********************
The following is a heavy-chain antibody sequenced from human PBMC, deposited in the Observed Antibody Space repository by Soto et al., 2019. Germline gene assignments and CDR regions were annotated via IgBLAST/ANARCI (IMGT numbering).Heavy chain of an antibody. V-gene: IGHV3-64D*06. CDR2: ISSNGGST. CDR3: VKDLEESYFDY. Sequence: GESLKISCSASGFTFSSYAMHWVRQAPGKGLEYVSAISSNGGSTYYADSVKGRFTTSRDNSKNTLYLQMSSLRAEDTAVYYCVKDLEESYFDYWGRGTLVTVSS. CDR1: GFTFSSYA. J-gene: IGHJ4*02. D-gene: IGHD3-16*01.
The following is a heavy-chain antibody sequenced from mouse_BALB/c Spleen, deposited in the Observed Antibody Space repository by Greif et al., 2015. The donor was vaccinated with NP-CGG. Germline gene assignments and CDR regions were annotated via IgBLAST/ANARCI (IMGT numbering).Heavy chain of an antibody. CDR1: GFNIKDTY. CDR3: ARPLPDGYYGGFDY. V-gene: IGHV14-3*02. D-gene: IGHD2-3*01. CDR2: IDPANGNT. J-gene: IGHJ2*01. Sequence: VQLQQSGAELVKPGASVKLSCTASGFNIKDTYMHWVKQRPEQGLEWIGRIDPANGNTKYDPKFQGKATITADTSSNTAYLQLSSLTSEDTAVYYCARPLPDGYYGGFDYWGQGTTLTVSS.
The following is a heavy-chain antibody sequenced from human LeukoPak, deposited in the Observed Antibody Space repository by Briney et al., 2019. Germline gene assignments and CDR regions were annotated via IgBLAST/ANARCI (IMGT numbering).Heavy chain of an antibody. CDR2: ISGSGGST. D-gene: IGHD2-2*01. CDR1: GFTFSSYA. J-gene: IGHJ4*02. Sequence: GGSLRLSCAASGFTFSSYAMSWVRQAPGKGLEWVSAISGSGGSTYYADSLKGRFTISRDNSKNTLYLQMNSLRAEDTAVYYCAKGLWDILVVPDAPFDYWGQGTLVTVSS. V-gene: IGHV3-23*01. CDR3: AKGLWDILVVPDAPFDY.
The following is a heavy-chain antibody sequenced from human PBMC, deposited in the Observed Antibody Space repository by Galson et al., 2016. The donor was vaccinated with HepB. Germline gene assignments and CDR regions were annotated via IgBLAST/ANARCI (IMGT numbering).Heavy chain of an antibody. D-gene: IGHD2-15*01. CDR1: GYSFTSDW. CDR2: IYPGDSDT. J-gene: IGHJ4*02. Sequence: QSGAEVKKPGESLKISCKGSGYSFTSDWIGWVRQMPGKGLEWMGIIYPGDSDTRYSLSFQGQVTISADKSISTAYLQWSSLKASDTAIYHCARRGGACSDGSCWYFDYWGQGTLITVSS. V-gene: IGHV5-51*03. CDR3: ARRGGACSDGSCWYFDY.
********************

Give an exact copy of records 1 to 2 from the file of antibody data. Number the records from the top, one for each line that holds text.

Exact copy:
The following is a heavy-chain antibody sequenced from human PBMC, deposited in the Observed Antibody Space repository by Soto et al., 2019. Germline gene assignments and CDR regions were annotated via IgBLAST/ANARCI (IMGT numbering).Heavy chain of an antibody. V-gene: IGHV3-64D*06. CDR2: ISSNGGST. CDR3: VKDLEESYFDY. Sequence: GESLKISCSASGFTFSSYAMHWVRQAPGKGLEYVSAISSNGGSTYYADSVKGRFTTSRDNSKNTLYLQMSSLRAEDTAVYYCVKDLEESYFDYWGRGTLVTVSS. CDR1: GFTFSSYA. J-gene: IGHJ4*02. D-gene: IGHD3-16*01.
The following is a heavy-chain antibody sequenced from mouse_BALB/c Spleen, deposited in the Observed Antibody Space repository by Greif et al., 2015. The donor was vaccinated with NP-CGG. Germline gene assignments and CDR regions were annotated via IgBLAST/ANARCI (IMGT numbering).Heavy chain of an antibody. CDR1: GFNIKDTY. CDR3: ARPLPDGYYGGFDY. V-gene: IGHV14-3*02. D-gene: IGHD2-3*01. CDR2: IDPANGNT. J-gene: IGHJ2*01. Sequence: VQLQQSGAELVKPGASVKLSCTASGFNIKDTYMHWVKQRPEQGLEWIGRIDPANGNTKYDPKFQGKATITADTSSNTAYLQLSSLTSEDTAVYYCARPLPDGYYGGFDYWGQGTTLTVSS.